We don’t know about you, but we don’t think we can put up with working in the same spot, in the same room, in the same apartment, for all that much longer. We need to up sticks – preferably somewhere rural. Somewhere safe, tranquil and – in an ideal world – incredibly beautiful too.
A new initiative in Japan is looking to capitalise on just that sentiment. The country’s environmental ministry has just set up designated ‘workstations’ at national parks across the country in a bid to lure remote workers out of their bedrooms and into the great outdoors.
Following a trial run between April and July this year, the so-called ‘workation’ scheme is returning just in time for autumn – when many of the country’s parks turn vibrant shades of gold, orange and red.
The workstations are being set up at campsites and hotels across the country, and remote workers will be able to book slots in advance of their stay. And there’s no need to worry about a lack of signal or wifi, either: all the rooms will apparently come complete with high-quality internet access.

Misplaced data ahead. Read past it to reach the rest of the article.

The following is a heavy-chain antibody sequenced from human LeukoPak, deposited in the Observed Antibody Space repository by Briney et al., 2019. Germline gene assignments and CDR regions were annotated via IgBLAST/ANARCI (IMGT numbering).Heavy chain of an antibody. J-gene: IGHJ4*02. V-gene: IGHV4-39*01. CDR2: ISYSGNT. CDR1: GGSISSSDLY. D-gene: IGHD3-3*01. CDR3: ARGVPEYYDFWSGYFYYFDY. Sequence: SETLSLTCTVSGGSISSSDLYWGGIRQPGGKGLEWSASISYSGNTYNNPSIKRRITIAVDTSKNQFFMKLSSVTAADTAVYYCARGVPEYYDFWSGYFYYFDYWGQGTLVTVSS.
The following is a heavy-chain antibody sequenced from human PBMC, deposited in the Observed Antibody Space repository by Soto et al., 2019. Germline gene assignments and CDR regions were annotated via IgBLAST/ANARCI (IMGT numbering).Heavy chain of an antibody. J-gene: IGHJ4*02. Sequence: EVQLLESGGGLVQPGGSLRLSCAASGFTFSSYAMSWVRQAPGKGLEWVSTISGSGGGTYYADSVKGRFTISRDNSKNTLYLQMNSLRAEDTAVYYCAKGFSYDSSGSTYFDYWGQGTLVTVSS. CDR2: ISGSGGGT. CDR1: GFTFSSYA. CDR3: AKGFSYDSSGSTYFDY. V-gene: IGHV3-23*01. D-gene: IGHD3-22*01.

National parks included in the initiative include Setonaikai, home to the epic 97-metre Kegon waterfall, Nikko, which brims with Unesco-listed temples and shrines, and Aso-Kuju, known for its epic volcanoes and flowering marshland.
Currently, only domestic travellers will be able to take advantage of the scheme. Under Japan’s current travel rules, you must either be a foreign resident, meet ‘special-circumstance’ requirements or have a long-term visa to get in.
Once the country does reopen to international visitors, however, we could see ourselves bringing laptops and sticking around a couple of weeks longer – especially if this tempting scheme is still a goer.
Want to GTFO of that tiny flat? These dreamy destinations want to give you a visa to work remotely.